Chase Manhattan Corp. and Seafirst Corp. have recently purchased software that automates the processing of automobile titles and lien transactions.
Called Paperless Title Systems, it was developed by FDI Consulting Inc., a Sacramento, Calif.-based software company specializing in electronic title systems.
Title transactions between financial institutions and state motor vehicle offices occur when new vehicles are purchased, during transfers of ownership, and when loans are repaid.
The use of the system is an example of how larger institutions in particular are moving to exorcise paper from even their most specialized operations.
Officials of both Chase and Seafirst said the software will improve efficiency by automating the thousands of title transactions that occur each month.
Jay VanCott, an information systems specialist with the Chase auto finance unit, said the software will streamline the processing of title transactions and pay for itself, though he did not predict when.
Randy Hines, a technical support analyst with Seattle-based Seafirst, said the bank's home state treats electronic titles "no differently than paper titles. There is no paper title kept," Mr. Hines said. "We keep a record of it here, while (the department of motor vehicles) has a record that says it was put to paperless."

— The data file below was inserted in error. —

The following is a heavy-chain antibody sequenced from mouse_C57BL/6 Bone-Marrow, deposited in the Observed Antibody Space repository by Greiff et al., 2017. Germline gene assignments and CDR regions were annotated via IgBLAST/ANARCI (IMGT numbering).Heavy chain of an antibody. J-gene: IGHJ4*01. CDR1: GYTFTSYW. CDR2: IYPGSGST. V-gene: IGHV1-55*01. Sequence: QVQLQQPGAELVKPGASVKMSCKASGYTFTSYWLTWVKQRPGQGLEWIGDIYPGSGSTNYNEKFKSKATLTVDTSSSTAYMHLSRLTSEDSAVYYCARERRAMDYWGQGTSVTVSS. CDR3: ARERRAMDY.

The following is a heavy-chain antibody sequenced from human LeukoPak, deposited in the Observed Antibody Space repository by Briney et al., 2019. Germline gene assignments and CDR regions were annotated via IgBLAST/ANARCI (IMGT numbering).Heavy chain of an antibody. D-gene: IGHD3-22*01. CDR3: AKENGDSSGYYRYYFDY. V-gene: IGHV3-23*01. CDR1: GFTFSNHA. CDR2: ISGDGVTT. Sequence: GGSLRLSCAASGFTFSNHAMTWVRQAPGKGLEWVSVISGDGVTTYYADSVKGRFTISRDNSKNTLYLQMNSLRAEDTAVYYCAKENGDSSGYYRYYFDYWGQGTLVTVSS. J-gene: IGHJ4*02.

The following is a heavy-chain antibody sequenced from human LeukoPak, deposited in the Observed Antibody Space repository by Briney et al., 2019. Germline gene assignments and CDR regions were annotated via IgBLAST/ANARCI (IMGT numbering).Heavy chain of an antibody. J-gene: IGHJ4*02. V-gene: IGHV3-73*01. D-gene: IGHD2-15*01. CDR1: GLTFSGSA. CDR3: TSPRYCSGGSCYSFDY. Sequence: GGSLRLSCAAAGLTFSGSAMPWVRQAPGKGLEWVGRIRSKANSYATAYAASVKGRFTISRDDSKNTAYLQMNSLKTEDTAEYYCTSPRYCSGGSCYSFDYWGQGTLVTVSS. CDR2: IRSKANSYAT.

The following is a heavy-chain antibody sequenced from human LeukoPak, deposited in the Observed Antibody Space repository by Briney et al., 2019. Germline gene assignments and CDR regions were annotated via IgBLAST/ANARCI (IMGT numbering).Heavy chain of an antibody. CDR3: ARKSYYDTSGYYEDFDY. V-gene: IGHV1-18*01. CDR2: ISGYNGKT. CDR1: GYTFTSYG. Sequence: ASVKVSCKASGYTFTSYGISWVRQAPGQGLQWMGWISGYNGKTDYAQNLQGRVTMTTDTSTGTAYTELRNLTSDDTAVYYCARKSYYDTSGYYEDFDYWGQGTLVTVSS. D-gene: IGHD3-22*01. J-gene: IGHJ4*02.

Electronic title transactions are on the rise.
At least two states - California and Washington - have already converted to electronic title transfers. Oregon, Idaho, and Massachusetts are in test phases.
Shelley Beckett, a manager with California's motor vehicles administration, said the state conducted about 186,000 title transactions electronically last year, with 46,000 occurring with one financial institution alone.
"We don't have to do the initial mailing, and the lien holder is not responsible for keeping track of the paper," Ms. Beckett said. "It's a shared benefit."
FDI's clients include First Interstate Bank, Seattle, and Golden 1 Credit Union, Sacramento. The system costs $5,000 to $20,000, and FDI can also be used as a service bureau.
Troy Underwood, FDI's president, said the software allows lenders to load titles and other account information into the system, which is linked to a state's department of motor vehicles.
"This is just the first step in the revolution to automate all motor vehicle data, including manufacturers' certificates of origin and original vehicle identification numbers," he said.